If you are one of the 17 long time readers you know that I have related more than once my love for basketball and how I am struggling to gracefully accommodate some of the changes that this 40 year-old body demand from me. New aches and pains introduce themselves with more consistency than I care to acknowledge.
Little nicks, scrapes and bruises seem to accumulate with greater frequency and regularity than ever before. What I find especially unfair is that they used to heal instantly and now they hang out as if they are old friends. Not cool I say, uninvited and unwelcome guests I'd kick their asses right to the curb without a second thought.
But such power is refused to me. I can't stop the clock. I can't prevent that infernal tick tock noise from continuing. Sometimes I feel like there is an internal clock inside my skull whose ticking I can always hear.
It reminds me of conversations with my paternal grandfather, may he rest in peace. Later today I'll go to the cemetery and visit him. I'll sit there and think about all of the good times we had and how many questions I have for him now.
Three years later and I have more questions for him than I ever did. Three years later and I just miss him.
I remember visiting him in the hospital and asking him how he felt. He smiled and told me that he wasn't ready to die. I said that was good and then he told me that he'd fight for every breath. I laughed and said that it wasn't that serious and he told me that he knew that, but that is what we do. We fight to keep going on as long as we can.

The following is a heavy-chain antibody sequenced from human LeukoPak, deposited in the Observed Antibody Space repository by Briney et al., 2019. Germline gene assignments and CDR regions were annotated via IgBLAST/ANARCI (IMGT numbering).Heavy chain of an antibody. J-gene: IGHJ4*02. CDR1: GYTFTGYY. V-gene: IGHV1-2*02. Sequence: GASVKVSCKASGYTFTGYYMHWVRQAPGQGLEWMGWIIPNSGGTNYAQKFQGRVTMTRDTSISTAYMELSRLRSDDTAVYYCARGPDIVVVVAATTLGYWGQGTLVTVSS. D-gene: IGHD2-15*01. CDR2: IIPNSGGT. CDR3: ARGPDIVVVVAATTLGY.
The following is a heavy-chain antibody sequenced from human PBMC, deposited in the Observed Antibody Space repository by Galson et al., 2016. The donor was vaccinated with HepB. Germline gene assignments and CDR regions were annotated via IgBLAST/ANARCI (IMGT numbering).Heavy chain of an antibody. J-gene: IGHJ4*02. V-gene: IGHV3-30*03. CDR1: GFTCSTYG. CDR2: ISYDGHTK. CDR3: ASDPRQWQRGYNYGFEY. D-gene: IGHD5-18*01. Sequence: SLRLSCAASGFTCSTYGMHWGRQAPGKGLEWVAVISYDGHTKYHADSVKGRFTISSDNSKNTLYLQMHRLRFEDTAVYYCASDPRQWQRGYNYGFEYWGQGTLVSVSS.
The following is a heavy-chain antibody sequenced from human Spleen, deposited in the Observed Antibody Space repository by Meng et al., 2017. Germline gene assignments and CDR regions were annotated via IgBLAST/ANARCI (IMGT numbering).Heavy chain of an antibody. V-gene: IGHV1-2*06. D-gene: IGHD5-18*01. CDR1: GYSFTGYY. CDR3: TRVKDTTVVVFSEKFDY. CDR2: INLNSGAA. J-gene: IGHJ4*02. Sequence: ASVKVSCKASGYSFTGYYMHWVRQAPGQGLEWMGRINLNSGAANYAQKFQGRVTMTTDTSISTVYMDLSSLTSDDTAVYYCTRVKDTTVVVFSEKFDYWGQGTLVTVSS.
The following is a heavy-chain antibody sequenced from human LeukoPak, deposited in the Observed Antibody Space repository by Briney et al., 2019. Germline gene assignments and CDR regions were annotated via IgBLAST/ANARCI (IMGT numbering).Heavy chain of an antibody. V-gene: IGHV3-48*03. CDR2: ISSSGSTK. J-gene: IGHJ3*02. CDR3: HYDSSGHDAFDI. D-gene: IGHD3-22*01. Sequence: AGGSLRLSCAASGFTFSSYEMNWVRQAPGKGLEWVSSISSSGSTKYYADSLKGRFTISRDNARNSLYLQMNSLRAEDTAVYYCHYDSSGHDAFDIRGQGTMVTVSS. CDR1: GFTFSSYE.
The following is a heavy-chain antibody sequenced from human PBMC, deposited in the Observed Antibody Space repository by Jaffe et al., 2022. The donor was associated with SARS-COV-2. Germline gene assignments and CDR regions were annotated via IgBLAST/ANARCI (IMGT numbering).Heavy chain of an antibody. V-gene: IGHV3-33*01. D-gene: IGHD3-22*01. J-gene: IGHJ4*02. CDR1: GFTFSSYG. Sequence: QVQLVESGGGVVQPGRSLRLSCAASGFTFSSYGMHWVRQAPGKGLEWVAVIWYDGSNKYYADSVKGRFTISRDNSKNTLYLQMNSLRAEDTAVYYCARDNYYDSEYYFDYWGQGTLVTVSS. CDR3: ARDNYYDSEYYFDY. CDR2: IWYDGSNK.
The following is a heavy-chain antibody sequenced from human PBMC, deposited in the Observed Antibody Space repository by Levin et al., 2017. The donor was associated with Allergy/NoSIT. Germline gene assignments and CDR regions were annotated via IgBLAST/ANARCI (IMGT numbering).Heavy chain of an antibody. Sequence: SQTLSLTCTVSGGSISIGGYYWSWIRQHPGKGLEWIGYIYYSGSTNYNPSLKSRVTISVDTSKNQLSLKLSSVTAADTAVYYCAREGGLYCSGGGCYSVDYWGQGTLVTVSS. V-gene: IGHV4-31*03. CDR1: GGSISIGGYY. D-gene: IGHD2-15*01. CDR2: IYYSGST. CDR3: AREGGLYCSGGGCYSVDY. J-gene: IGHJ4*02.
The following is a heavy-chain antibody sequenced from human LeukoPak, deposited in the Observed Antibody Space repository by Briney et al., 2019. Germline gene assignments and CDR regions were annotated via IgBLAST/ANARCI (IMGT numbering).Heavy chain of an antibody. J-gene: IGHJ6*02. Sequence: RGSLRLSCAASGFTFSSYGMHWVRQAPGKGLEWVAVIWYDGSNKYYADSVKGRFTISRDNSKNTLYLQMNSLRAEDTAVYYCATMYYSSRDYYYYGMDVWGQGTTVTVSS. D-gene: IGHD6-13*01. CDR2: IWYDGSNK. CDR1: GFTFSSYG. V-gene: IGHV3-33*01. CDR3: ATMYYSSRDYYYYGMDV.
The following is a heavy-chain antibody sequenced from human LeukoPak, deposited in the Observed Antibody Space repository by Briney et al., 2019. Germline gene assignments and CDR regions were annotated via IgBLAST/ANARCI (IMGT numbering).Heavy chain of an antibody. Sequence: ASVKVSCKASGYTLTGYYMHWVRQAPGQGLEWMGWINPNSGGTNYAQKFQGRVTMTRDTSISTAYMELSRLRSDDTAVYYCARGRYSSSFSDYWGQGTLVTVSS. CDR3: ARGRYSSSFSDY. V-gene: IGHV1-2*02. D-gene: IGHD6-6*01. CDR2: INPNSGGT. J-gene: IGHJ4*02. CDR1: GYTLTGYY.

It was said partially in jest, but there was truth in it. He was a scrapper and street wise. He may not have had a college degree but he was very well read and informed. He always knew what was going on and could speak intelligently on a variety of topics.
Sometimes I feel badly that my children never knew him as I did. It seems a bit unfair that they didn't get to benefit from his wisdom and counsel as I did. He wasn't just my grandfather but a trusted friend and confidant. Right until the very end he was someone I could rely upon.
It is fair to say that he and I are/were very similar in many ways.
Anyway, some times when I am out there running with the young bucks and I am having trouble keeping up I can hear him talking to me. Sometimes I can feel him running along side encouraging me to use my head and I remember that the best way to beat the twenty somethings is to use my head.
So I start talking to them. I look for little things that distract them. Sometimes I'll complain about my age and whine about being tired or my back hurting. Other times I'll go after that frail male ego and tease them about not being able to beat an old guy off the dribble.
It doesn't always work, but there are plenty of times when it does. I play possum a lot. I conserve my strength and use in short bursts. I don't have the endurance to go hard the entire time, but there are brief moments where the turbo kicks in. I love surprising those kids. I love it when they ask me where it came from and wonder how the old guys won.
That is one of those life lessons that I give my grandfather credit for. The crafty old veteran who would taught me to play fair but to recognize when I was being hustled. You didn't fight unless you had to, but if you did you hit harder, faster and longer than the other guy. They went down because we keep fighting.
Part of the significance of Yom Kippur for me is taking time to think about my life, what it is now, what it was and what I hope it will be. Part of it is taking time to remember who helped me get to this place. Part of it is asking if I like the man I am now.
Resilience. Determination. Persistence. They are all part of the many lessons that I learned from my grandfather. The one that resonates the most right with me at this moment is remembering that I have all of the tools and resources that I need to be the man I want to be and to live the life I want to live.
The only question is will I use them.